|Review in Folkworld (March 2013)
Sprangeen - Sprangeen
A prodigious gathering of individual and collective talent, many members of this all-women band have had impressive careers in traditional music since Sprangeen's rousing concerts and ceilidhs in 1980s Edinburgh. Fiddles, harps, concertinas, flutes and whistles, and one of the most diminutive double-bassists around: Sprangeen had a varied sound, even without the occasional comic effects. Their music stretched from the Borders to the Bothies and beyond, with dance-hall reels and jigs, songs in Gaelic and English, slow airs from both sides of the North Channel, and plenty of pipe tunes. Sprangeen specialised in subtle or startling arrangements, and this re-release is a welcome reminder of the creative energy as well as the musical skill which was knocking about the Edinburgh scene in the mid eighties.
Probably the most well-known graduates of Sprangeen are harpists and singers Patsy Seddon and Mary MacMaster. They soon formed the duo Sileas, and were founder members of both The Poozies and Clan Alba. Their singing and harping features strongly on this recording, as does Patsy's fiddling and Mary's little-known mastery of the oriental temple bells. Sprangeen were young enough to experiment, but wise enough to respect the beauty of traditional music. Airs such as The Braes of Lochiel and Miss Sine Flemington are played with beautiful simplicity, while the strathspey version of Ale is Dear and the mouth-music arrangement of Paddy's Leather Britches show the innovation and spark which has characterised Edinburgh's music ever since. The recording quality is of its time in places - small label meets seven-piece band in suboptimal suroundings - but this 1984 album is definitely worth hearing again.
Alex Monaghan, Folk World.
|Review of original LP (1984)
Sprangeen - Sprangeen
An impressive recording debut by this all-women septet from Edinburgh. The instrumentation includes concertina, two clarsachs, flute, double bass and, at one point, duck-call. And, in case anyone suspects that Sprangeen are all elegance and sensitivity, listen to the way they glide from the rounded beauties of the slow air "Miss Sine Flemington" (flute, clarsach and bowed bass) into the muscular strathspey time of "The Ale is Dear," which they also go on to play as a reel. It's true that the slow pieces are especially good -- there is even a slow reel, "Flora Macdonald," featuring clarsach. The singing is good too: notably Mary MacMaster's waulking song and the group's vivacious port a beul. And there's no lack of variety when four members of the band can play fiddle on one track with two concertinas.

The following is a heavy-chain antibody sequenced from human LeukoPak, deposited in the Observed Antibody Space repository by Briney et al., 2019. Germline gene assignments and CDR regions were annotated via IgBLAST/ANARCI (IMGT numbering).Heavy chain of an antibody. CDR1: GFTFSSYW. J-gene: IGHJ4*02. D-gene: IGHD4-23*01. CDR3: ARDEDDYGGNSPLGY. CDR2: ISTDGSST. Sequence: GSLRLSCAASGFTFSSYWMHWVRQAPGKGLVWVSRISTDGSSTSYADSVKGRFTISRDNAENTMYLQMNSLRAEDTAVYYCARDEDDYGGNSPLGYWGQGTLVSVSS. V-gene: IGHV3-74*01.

Alastair Clark, The Scotsman.
Comment on Footstomping (August 2012)
We are absolutely delighted to get this recording as a CD! Sprangeen, a group of seven Edinburgh-based musicians was formed in 1982 for a special festival (Women Live in Scotland), and stayed together for another two years, recording this, their only album in 1984. With their unique and imaginative combination of fiddles, metal and gut strung Celtic harps, concertinas, flute, whistle and double bass, Sprangeen brought a new dimension to the spectrum of Scottish music. The band derived their style and repertoire from a wide range of traditional roots - from Gaelic waulking songs to Border fiddle tunes, and from Highland pipe music to Scottish traditional songs. All have gone on to contribute to the richness of the current Scottish traditional music scene. The two clarsach players, Mary MacMaster and Patsy Seddon, went on to form a duo 'Sileas', also becoming founder members of 'The Poozies'.
Women Live! 30 Years On : Reunion
A Women Live! reunion with performance from the specially reformed Sprangeen is planned for 7 September 2012. This took place in the Storytelling Centre, Edinburgh. The event was a great success Sprangeen on Facebook.
Iain Anderson Show BBC Scotland
Archive Album of the Week: Sprangeen - Sprangeen
|The List : Norman Chalmers
23 August 2012 Rating: ****
Here is a re-release from the Age of Vinyl, before CDs even existed, by the seven pioneering Edinburgh-based young women whose music (this was their only album) set a new tone, and light touch, within the Scottish folk scene. Patsy, Mary, Ann, Marta, Val, Rosa (and Kathleen) cut a swathe through the patriarchal, chauvinist bands of the period in cheerful smiles, colourful clothes and joyfully creative traditional music. Their two fiddles, flute. two comcertinas, two harps and a double bass, with vocals in Scots and Gaelic produced a rumbustious, sometimes delicate, often amusing and always interesting take on their own country's music. Now, nearly 30 years on, they've gone digital!